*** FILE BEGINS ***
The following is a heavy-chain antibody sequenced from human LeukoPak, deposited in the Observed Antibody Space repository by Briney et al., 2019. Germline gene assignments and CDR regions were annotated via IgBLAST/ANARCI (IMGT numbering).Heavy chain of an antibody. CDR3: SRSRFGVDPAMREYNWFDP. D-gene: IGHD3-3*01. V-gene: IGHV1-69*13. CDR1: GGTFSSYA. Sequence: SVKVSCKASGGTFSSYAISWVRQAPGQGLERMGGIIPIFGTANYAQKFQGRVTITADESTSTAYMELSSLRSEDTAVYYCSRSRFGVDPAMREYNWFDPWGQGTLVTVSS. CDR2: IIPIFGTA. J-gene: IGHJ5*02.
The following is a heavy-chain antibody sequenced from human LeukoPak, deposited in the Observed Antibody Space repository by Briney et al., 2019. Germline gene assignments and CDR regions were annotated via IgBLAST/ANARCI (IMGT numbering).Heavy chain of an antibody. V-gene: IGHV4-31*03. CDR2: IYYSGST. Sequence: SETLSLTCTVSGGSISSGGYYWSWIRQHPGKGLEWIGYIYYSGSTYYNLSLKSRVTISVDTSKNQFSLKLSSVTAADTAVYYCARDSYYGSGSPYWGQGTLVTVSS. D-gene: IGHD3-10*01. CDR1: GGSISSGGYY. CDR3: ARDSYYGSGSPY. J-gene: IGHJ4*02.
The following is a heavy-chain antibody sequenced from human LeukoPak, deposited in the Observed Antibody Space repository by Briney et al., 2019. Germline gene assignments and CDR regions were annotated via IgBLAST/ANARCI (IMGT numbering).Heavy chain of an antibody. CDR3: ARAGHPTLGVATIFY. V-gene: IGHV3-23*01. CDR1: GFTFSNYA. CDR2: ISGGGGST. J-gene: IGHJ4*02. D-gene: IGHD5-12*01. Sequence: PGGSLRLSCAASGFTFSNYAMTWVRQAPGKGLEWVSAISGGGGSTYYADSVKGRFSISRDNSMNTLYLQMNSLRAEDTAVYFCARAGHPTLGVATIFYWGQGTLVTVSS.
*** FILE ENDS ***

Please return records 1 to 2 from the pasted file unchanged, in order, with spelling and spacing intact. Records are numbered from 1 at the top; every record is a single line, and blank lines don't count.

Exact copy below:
The following is a heavy-chain antibody sequenced from human LeukoPak, deposited in the Observed Antibody Space repository by Briney et al., 2019. Germline gene assignments and CDR regions were annotated via IgBLAST/ANARCI (IMGT numbering).Heavy chain of an antibody. CDR3: SRSRFGVDPAMREYNWFDP. D-gene: IGHD3-3*01. V-gene: IGHV1-69*13. CDR1: GGTFSSYA. Sequence: SVKVSCKASGGTFSSYAISWVRQAPGQGLERMGGIIPIFGTANYAQKFQGRVTITADESTSTAYMELSSLRSEDTAVYYCSRSRFGVDPAMREYNWFDPWGQGTLVTVSS. CDR2: IIPIFGTA. J-gene: IGHJ5*02.
The following is a heavy-chain antibody sequenced from human LeukoPak, deposited in the Observed Antibody Space repository by Briney et al., 2019. Germline gene assignments and CDR regions were annotated via IgBLAST/ANARCI (IMGT numbering).Heavy chain of an antibody. V-gene: IGHV4-31*03. CDR2: IYYSGST. Sequence: SETLSLTCTVSGGSISSGGYYWSWIRQHPGKGLEWIGYIYYSGSTYYNLSLKSRVTISVDTSKNQFSLKLSSVTAADTAVYYCARDSYYGSGSPYWGQGTLVTVSS. D-gene: IGHD3-10*01. CDR1: GGSISSGGYY. CDR3: ARDSYYGSGSPY. J-gene: IGHJ4*02.